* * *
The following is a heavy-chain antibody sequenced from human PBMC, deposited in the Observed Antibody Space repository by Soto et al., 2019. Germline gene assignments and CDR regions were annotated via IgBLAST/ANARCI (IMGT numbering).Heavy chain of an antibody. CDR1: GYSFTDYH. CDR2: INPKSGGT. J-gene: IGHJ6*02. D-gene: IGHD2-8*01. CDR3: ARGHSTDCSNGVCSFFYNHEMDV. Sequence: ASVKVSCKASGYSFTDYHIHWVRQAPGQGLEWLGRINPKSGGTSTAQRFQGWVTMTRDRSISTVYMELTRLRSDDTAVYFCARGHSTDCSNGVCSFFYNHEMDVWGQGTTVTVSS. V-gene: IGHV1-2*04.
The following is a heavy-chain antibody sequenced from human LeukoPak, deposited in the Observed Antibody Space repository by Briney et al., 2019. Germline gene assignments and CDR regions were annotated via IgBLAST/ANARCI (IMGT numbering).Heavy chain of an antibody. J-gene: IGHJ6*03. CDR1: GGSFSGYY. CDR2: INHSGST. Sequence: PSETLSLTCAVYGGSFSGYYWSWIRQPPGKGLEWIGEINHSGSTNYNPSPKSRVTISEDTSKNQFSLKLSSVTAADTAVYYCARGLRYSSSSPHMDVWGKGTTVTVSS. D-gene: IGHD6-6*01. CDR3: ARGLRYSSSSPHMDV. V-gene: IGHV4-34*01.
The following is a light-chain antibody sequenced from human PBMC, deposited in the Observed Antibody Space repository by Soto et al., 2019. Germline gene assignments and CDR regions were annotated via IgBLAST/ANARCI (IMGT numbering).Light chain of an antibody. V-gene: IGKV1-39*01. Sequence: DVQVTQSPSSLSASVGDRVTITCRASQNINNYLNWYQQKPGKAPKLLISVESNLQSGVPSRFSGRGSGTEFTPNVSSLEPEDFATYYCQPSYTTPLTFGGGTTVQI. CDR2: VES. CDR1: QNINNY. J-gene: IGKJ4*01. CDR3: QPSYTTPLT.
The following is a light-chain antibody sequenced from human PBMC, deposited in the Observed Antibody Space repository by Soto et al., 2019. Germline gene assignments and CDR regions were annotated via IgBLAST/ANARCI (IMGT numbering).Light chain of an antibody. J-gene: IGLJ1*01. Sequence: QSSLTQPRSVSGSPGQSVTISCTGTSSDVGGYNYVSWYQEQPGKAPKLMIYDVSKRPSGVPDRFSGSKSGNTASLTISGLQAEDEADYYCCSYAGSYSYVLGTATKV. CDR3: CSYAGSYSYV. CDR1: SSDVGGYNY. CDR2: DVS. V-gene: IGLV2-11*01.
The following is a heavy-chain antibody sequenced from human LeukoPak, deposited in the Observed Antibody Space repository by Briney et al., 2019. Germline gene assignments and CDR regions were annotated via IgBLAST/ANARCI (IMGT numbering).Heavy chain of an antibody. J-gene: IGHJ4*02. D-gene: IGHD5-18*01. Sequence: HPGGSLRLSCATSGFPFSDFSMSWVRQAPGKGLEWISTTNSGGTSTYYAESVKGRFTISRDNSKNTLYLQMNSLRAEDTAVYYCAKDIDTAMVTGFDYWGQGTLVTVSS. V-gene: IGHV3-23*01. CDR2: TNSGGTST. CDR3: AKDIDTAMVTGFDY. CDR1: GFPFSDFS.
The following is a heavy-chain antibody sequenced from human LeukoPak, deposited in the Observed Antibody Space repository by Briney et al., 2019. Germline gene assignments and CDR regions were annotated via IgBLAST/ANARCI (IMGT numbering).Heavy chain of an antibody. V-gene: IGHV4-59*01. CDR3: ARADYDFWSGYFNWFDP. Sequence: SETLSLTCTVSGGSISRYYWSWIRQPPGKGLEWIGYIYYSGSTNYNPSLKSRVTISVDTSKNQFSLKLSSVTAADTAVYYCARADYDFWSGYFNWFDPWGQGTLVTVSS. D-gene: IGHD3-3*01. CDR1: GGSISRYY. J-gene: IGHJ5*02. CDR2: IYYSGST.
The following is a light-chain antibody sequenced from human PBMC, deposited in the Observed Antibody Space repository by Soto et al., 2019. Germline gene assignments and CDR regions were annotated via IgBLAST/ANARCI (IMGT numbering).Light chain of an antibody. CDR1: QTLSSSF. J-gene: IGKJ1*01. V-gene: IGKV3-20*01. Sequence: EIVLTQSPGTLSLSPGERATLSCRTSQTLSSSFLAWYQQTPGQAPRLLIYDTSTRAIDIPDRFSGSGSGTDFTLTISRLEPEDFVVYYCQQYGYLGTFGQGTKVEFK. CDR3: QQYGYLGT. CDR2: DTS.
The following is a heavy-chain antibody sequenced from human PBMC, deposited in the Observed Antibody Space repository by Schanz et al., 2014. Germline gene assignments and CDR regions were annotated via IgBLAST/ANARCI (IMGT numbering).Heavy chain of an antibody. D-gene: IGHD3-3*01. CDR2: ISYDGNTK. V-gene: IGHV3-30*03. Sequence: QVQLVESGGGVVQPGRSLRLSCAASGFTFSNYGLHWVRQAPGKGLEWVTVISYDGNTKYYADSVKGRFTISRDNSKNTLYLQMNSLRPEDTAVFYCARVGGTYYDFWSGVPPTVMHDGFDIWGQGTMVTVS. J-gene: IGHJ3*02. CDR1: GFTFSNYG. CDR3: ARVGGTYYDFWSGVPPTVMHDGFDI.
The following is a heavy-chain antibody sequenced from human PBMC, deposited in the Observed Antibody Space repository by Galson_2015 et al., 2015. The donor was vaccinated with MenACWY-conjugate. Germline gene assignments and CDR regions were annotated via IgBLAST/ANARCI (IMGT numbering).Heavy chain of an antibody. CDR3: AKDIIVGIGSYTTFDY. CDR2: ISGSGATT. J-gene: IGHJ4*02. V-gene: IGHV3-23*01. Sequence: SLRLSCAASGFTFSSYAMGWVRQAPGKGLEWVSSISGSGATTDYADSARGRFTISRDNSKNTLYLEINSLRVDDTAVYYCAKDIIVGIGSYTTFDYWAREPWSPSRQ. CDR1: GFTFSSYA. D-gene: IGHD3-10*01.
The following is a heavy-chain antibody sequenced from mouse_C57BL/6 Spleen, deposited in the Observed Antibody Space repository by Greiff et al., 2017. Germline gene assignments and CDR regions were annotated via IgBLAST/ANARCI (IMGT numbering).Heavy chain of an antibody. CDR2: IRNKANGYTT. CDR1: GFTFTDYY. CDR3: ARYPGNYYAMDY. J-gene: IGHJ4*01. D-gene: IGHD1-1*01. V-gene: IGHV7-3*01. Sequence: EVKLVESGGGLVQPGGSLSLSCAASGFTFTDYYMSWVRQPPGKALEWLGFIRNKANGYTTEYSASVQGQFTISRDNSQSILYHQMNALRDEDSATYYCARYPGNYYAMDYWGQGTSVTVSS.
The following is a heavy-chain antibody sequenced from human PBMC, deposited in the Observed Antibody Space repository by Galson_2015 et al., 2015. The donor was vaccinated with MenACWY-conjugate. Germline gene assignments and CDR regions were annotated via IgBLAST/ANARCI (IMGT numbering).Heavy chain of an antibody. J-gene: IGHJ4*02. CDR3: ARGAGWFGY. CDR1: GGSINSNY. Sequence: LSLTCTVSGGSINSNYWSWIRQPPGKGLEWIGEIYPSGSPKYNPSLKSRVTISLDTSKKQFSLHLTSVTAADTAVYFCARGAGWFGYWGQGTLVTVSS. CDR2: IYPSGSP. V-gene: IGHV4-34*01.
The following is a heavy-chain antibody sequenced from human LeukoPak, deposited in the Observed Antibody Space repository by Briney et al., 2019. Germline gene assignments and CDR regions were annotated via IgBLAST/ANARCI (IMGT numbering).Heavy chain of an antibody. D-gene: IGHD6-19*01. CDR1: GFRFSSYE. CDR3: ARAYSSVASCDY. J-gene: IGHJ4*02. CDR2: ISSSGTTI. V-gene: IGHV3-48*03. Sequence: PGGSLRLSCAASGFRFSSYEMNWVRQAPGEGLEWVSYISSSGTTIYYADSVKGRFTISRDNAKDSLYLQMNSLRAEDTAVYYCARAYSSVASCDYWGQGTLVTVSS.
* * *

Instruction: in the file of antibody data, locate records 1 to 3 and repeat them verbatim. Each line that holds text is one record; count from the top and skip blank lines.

The following is a heavy-chain antibody sequenced from human PBMC, deposited in the Observed Antibody Space repository by Soto et al., 2019. Germline gene assignments and CDR regions were annotated via IgBLAST/ANARCI (IMGT numbering).Heavy chain of an antibody. CDR1: GYSFTDYH. CDR2: INPKSGGT. J-gene: IGHJ6*02. D-gene: IGHD2-8*01. CDR3: ARGHSTDCSNGVCSFFYNHEMDV. Sequence: ASVKVSCKASGYSFTDYHIHWVRQAPGQGLEWLGRINPKSGGTSTAQRFQGWVTMTRDRSISTVYMELTRLRSDDTAVYFCARGHSTDCSNGVCSFFYNHEMDVWGQGTTVTVSS. V-gene: IGHV1-2*04.
The following is a heavy-chain antibody sequenced from human LeukoPak, deposited in the Observed Antibody Space repository by Briney et al., 2019. Germline gene assignments and CDR regions were annotated via IgBLAST/ANARCI (IMGT numbering).Heavy chain of an antibody. J-gene: IGHJ6*03. CDR1: GGSFSGYY. CDR2: INHSGST. Sequence: PSETLSLTCAVYGGSFSGYYWSWIRQPPGKGLEWIGEINHSGSTNYNPSPKSRVTISEDTSKNQFSLKLSSVTAADTAVYYCARGLRYSSSSPHMDVWGKGTTVTVSS. D-gene: IGHD6-6*01. CDR3: ARGLRYSSSSPHMDV. V-gene: IGHV4-34*01.
The following is a light-chain antibody sequenced from human PBMC, deposited in the Observed Antibody Space repository by Soto et al., 2019. Germline gene assignments and CDR regions were annotated via IgBLAST/ANARCI (IMGT numbering).Light chain of an antibody. V-gene: IGKV1-39*01. Sequence: DVQVTQSPSSLSASVGDRVTITCRASQNINNYLNWYQQKPGKAPKLLISVESNLQSGVPSRFSGRGSGTEFTPNVSSLEPEDFATYYCQPSYTTPLTFGGGTTVQI. CDR2: VES. CDR1: QNINNY. J-gene: IGKJ4*01. CDR3: QPSYTTPLT.